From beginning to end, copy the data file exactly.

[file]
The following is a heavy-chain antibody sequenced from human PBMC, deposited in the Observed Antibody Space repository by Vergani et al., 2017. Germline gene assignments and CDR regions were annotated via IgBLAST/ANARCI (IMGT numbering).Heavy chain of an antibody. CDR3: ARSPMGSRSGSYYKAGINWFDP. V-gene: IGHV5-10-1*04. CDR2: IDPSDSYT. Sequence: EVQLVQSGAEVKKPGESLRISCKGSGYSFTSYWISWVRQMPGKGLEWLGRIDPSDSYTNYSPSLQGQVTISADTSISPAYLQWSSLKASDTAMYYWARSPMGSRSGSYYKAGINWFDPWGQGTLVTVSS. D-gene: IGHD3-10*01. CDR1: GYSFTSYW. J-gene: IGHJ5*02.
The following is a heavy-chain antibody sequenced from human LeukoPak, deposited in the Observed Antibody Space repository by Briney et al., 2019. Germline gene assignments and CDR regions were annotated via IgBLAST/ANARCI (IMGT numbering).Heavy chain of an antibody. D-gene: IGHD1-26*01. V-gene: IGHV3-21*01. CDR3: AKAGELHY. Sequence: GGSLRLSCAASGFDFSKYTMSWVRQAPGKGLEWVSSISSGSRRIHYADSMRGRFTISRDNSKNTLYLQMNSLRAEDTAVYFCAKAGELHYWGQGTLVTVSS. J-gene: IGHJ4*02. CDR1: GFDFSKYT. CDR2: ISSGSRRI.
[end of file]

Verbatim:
The following is a heavy-chain antibody sequenced from human PBMC, deposited in the Observed Antibody Space repository by Vergani et al., 2017. Germline gene assignments and CDR regions were annotated via IgBLAST/ANARCI (IMGT numbering).Heavy chain of an antibody. CDR3: ARSPMGSRSGSYYKAGINWFDP. V-gene: IGHV5-10-1*04. CDR2: IDPSDSYT. Sequence: EVQLVQSGAEVKKPGESLRISCKGSGYSFTSYWISWVRQMPGKGLEWLGRIDPSDSYTNYSPSLQGQVTISADTSISPAYLQWSSLKASDTAMYYWARSPMGSRSGSYYKAGINWFDPWGQGTLVTVSS. D-gene: IGHD3-10*01. CDR1: GYSFTSYW. J-gene: IGHJ5*02.
The following is a heavy-chain antibody sequenced from human LeukoPak, deposited in the Observed Antibody Space repository by Briney et al., 2019. Germline gene assignments and CDR regions were annotated via IgBLAST/ANARCI (IMGT numbering).Heavy chain of an antibody. D-gene: IGHD1-26*01. V-gene: IGHV3-21*01. CDR3: AKAGELHY. Sequence: GGSLRLSCAASGFDFSKYTMSWVRQAPGKGLEWVSSISSGSRRIHYADSMRGRFTISRDNSKNTLYLQMNSLRAEDTAVYFCAKAGELHYWGQGTLVTVSS. J-gene: IGHJ4*02. CDR1: GFDFSKYT. CDR2: ISSGSRRI.